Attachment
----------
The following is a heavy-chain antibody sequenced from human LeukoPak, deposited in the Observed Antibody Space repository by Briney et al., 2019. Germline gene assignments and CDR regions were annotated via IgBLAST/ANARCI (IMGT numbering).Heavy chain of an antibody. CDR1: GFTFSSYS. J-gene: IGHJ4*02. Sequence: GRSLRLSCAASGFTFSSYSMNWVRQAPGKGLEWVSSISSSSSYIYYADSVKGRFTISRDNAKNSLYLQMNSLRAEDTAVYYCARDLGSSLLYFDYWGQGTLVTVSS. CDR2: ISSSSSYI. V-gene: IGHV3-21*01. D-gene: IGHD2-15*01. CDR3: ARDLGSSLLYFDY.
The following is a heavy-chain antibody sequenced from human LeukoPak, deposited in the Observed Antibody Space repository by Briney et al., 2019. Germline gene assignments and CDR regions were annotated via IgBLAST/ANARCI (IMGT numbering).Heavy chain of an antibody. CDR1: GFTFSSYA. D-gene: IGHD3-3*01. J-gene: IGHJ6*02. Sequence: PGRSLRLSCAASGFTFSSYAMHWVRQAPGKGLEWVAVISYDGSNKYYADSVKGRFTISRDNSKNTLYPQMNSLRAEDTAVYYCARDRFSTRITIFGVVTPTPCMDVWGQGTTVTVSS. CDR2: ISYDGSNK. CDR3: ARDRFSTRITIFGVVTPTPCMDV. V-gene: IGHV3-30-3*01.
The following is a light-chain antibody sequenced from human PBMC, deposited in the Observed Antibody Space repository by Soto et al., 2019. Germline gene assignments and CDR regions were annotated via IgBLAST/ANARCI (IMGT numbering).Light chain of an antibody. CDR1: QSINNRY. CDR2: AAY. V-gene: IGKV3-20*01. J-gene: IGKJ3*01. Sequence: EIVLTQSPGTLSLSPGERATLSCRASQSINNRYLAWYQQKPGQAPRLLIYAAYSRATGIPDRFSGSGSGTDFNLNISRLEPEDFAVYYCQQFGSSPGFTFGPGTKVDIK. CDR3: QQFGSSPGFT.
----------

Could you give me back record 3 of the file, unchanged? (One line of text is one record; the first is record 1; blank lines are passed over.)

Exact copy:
The following is a light-chain antibody sequenced from human PBMC, deposited in the Observed Antibody Space repository by Soto et al., 2019. Germline gene assignments and CDR regions were annotated via IgBLAST/ANARCI (IMGT numbering).Light chain of an antibody. CDR1: QSINNRY. CDR2: AAY. V-gene: IGKV3-20*01. J-gene: IGKJ3*01. Sequence: EIVLTQSPGTLSLSPGERATLSCRASQSINNRYLAWYQQKPGQAPRLLIYAAYSRATGIPDRFSGSGSGTDFNLNISRLEPEDFAVYYCQQFGSSPGFTFGPGTKVDIK. CDR3: QQFGSSPGFT.